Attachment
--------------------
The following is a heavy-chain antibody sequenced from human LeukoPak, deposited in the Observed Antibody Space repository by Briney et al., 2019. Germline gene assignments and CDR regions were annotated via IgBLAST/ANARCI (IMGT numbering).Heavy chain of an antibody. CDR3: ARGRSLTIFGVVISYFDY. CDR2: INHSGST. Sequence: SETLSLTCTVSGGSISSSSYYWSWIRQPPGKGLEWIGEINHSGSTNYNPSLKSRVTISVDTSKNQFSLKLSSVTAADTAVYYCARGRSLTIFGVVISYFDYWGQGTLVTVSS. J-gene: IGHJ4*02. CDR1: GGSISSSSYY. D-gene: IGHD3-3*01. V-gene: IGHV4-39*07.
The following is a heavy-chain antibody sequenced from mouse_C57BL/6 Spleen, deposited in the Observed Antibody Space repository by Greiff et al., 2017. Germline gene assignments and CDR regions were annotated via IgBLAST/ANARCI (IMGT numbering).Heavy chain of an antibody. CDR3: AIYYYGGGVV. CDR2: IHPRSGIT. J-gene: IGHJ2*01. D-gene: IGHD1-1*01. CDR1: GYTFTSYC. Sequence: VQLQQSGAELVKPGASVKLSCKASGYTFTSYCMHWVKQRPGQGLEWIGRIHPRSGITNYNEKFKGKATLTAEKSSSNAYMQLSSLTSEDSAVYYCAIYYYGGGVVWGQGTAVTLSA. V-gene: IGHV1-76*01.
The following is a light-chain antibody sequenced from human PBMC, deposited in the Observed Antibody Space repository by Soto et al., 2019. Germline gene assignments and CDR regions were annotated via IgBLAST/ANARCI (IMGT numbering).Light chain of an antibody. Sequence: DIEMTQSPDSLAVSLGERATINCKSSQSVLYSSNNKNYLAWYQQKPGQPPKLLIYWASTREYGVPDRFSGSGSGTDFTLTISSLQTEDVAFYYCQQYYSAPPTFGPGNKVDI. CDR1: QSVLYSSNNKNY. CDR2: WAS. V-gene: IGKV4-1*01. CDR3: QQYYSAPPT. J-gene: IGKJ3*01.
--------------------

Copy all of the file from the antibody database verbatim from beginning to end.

The following is a heavy-chain antibody sequenced from human LeukoPak, deposited in the Observed Antibody Space repository by Briney et al., 2019. Germline gene assignments and CDR regions were annotated via IgBLAST/ANARCI (IMGT numbering).Heavy chain of an antibody. CDR3: ARGRSLTIFGVVISYFDY. CDR2: INHSGST. Sequence: SETLSLTCTVSGGSISSSSYYWSWIRQPPGKGLEWIGEINHSGSTNYNPSLKSRVTISVDTSKNQFSLKLSSVTAADTAVYYCARGRSLTIFGVVISYFDYWGQGTLVTVSS. J-gene: IGHJ4*02. CDR1: GGSISSSSYY. D-gene: IGHD3-3*01. V-gene: IGHV4-39*07.
The following is a heavy-chain antibody sequenced from mouse_C57BL/6 Spleen, deposited in the Observed Antibody Space repository by Greiff et al., 2017. Germline gene assignments and CDR regions were annotated via IgBLAST/ANARCI (IMGT numbering).Heavy chain of an antibody. CDR3: AIYYYGGGVV. CDR2: IHPRSGIT. J-gene: IGHJ2*01. D-gene: IGHD1-1*01. CDR1: GYTFTSYC. Sequence: VQLQQSGAELVKPGASVKLSCKASGYTFTSYCMHWVKQRPGQGLEWIGRIHPRSGITNYNEKFKGKATLTAEKSSSNAYMQLSSLTSEDSAVYYCAIYYYGGGVVWGQGTAVTLSA. V-gene: IGHV1-76*01.
The following is a light-chain antibody sequenced from human PBMC, deposited in the Observed Antibody Space repository by Soto et al., 2019. Germline gene assignments and CDR regions were annotated via IgBLAST/ANARCI (IMGT numbering).Light chain of an antibody. Sequence: DIEMTQSPDSLAVSLGERATINCKSSQSVLYSSNNKNYLAWYQQKPGQPPKLLIYWASTREYGVPDRFSGSGSGTDFTLTISSLQTEDVAFYYCQQYYSAPPTFGPGNKVDI. CDR1: QSVLYSSNNKNY. CDR2: WAS. V-gene: IGKV4-1*01. CDR3: QQYYSAPPT. J-gene: IGKJ3*01.